It’s not the boot and sweater weather, and it’s not the re-emergence of holiday cups at Starbucks. It’s also not the cold weather, nor the fact that we ‘fall back’ for DST either. While these are some of the things that I certainly look forward to, my societally-perceived “bad habit” of decorating for Christmas in November is important to me for a deeper reason.
When I was a little girl, I distinctly remember the Christmas season beginning the same way each year. The sun was already set before 5 pm in November, and the afternoons were chilly. Then, I remember leaves crunching underneath my feet as I ran home from the bus stop faster than Mariah Carey could clear her throat through the speakers in Macy’s. I’d bust through the front door like Kool-Aid Man, and, sure enough, my Mom was already halfway done hanging Christmas lights in our living room. Our sofa had already been slid over to make room for the tree. So I’d fling my backpack into the corner and grab the hot chocolate she always had waiting for me. Then, I would jam to the Christmas classics as I sipped and watched her work her magic.
Our house was also one of those houses other parents made a tradition of bringing their kids to see every year even though we weren’t aware of it. We finally noticed when my mom decided not to decorate until December one year since we were spending Thanksgiving out of state. When we returned, we were completely blindsided by the pile of letters in our mailbox from concerned neighbors. Some even thought we’d had a death in the family, so they were sending their condolences!
That was the moment decorating for Christmas in November became our family tradition.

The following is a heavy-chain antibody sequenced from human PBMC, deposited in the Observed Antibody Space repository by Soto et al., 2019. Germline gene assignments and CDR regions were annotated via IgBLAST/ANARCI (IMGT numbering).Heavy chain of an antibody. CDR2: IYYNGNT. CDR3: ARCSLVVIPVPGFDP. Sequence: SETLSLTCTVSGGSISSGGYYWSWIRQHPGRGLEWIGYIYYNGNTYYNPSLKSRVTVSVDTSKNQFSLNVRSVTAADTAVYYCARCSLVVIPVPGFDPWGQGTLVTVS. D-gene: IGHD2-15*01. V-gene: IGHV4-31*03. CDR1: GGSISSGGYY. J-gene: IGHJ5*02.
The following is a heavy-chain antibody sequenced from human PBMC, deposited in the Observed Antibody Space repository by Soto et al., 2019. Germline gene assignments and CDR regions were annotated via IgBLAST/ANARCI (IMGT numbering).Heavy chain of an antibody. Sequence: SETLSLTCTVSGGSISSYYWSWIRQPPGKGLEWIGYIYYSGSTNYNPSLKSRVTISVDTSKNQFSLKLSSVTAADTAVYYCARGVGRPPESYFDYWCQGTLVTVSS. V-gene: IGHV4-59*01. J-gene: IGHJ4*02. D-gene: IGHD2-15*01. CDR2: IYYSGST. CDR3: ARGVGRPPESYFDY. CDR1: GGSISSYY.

This tradition always gave me warmth throughout the entire holiday season. My cousins would come over for Thanksgiving dinner, and we’d all sit around laughing at old stories. We’d also run around and absolutely destroy the house, which was typically a hard no in my strict household. But the joy of the festivities surpassed our parents’ drive to keep telling us to quit our bullshit; they’d even say, “Just let them be kids. It’s Thanksgiving.” Because of that, it was the most carefree time of the year for me, and it created some of the best memories I have to this date.
As an adult, I realize those memories all have one thing in common: They’re all tinted in that warm, yellow glow of the Christmas lights my mom painstakingly put up each November. Without the decorations, it would’ve been just another family get-together.
I now have the opportunity to carry on my mom’s tradition of decorating in November. That way, my daughter can hopefully grow up with similar memories from her own childhood that make her smile.
I hope these memories will give her the same warmth mine gave me each holiday season. Most importantly, though, I want her to remember that holiday traditions are your own to create, tailor, and pass down. No one should ever dictate when you choose to practice them. So if decorating for Christmas six minutes after you take off your Halloween costume makes you happy, you do you! And if you’re fed up with all the razzmatazz and prefer to wait until the week of Christmas, do your thing!
Life is short. If your holiday traditions bring you peace and happiness, practice them unapologetically.